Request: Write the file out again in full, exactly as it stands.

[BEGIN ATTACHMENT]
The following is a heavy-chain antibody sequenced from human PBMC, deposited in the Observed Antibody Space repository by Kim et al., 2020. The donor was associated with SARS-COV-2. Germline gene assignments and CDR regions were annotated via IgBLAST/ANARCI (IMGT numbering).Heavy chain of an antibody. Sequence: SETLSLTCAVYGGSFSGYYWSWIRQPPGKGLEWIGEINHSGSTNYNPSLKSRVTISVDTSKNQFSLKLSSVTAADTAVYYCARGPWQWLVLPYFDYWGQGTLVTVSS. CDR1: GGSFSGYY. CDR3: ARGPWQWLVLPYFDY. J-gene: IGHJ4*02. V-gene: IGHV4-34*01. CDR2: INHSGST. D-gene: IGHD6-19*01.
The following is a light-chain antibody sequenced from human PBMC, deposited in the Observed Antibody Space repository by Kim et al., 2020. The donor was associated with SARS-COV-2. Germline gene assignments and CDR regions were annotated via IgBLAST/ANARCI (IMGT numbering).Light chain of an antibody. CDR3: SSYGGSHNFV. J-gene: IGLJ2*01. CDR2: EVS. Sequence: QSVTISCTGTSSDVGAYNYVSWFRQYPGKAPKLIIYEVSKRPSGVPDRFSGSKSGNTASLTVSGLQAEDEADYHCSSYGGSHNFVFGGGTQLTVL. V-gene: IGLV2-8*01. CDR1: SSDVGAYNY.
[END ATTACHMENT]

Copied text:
The following is a heavy-chain antibody sequenced from human PBMC, deposited in the Observed Antibody Space repository by Kim et al., 2020. The donor was associated with SARS-COV-2. Germline gene assignments and CDR regions were annotated via IgBLAST/ANARCI (IMGT numbering).Heavy chain of an antibody. Sequence: SETLSLTCAVYGGSFSGYYWSWIRQPPGKGLEWIGEINHSGSTNYNPSLKSRVTISVDTSKNQFSLKLSSVTAADTAVYYCARGPWQWLVLPYFDYWGQGTLVTVSS. CDR1: GGSFSGYY. CDR3: ARGPWQWLVLPYFDY. J-gene: IGHJ4*02. V-gene: IGHV4-34*01. CDR2: INHSGST. D-gene: IGHD6-19*01.
The following is a light-chain antibody sequenced from human PBMC, deposited in the Observed Antibody Space repository by Kim et al., 2020. The donor was associated with SARS-COV-2. Germline gene assignments and CDR regions were annotated via IgBLAST/ANARCI (IMGT numbering).Light chain of an antibody. CDR3: SSYGGSHNFV. J-gene: IGLJ2*01. CDR2: EVS. Sequence: QSVTISCTGTSSDVGAYNYVSWFRQYPGKAPKLIIYEVSKRPSGVPDRFSGSKSGNTASLTVSGLQAEDEADYHCSSYGGSHNFVFGGGTQLTVL. V-gene: IGLV2-8*01. CDR1: SSDVGAYNY.